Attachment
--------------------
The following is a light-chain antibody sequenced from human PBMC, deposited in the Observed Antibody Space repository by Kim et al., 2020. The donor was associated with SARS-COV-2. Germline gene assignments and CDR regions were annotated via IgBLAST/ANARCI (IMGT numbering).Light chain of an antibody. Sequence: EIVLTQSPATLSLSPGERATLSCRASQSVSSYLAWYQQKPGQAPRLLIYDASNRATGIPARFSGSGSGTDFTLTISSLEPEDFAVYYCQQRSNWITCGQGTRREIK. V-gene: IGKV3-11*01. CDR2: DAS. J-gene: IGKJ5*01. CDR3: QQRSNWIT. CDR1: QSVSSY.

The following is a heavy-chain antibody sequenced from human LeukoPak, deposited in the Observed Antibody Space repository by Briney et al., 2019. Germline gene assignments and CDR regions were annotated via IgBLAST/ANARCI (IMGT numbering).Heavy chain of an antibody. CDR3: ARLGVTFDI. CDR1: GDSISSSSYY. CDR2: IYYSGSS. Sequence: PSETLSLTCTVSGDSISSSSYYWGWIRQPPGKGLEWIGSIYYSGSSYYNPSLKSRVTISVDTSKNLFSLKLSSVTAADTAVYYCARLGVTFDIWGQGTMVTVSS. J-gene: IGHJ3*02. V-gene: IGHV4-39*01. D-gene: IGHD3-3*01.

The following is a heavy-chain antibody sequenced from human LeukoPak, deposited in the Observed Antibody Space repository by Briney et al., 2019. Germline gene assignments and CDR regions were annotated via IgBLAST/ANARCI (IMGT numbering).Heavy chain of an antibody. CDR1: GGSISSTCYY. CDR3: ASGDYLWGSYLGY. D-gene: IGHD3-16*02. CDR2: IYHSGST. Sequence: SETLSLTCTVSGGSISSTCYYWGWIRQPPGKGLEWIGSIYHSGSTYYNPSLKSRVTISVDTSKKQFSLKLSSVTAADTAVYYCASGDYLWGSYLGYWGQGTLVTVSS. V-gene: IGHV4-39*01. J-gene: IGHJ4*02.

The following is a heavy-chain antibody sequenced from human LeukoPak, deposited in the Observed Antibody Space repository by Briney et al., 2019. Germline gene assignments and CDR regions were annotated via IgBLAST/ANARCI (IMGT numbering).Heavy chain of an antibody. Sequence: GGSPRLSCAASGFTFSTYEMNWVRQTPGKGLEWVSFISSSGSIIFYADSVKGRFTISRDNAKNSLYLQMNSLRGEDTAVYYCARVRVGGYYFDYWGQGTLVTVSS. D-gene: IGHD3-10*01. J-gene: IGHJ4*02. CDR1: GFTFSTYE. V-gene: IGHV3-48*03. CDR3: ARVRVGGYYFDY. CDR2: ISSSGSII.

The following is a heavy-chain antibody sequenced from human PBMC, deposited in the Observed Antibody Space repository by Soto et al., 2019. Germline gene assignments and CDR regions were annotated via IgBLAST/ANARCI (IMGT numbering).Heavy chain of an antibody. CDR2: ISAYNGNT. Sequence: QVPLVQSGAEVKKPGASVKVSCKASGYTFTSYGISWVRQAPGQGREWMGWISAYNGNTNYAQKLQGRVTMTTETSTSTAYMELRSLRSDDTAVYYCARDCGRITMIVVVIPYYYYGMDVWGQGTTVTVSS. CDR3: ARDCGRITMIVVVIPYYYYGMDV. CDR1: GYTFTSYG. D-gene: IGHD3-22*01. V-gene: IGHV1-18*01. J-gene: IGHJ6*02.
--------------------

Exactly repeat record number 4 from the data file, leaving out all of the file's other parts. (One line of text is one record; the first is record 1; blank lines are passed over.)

The following is a heavy-chain antibody sequenced from human LeukoPak, deposited in the Observed Antibody Space repository by Briney et al., 2019. Germline gene assignments and CDR regions were annotated via IgBLAST/ANARCI (IMGT numbering).Heavy chain of an antibody. Sequence: GGSPRLSCAASGFTFSTYEMNWVRQTPGKGLEWVSFISSSGSIIFYADSVKGRFTISRDNAKNSLYLQMNSLRGEDTAVYYCARVRVGGYYFDYWGQGTLVTVSS. D-gene: IGHD3-10*01. J-gene: IGHJ4*02. CDR1: GFTFSTYE. V-gene: IGHV3-48*03. CDR3: ARVRVGGYYFDY. CDR2: ISSSGSII.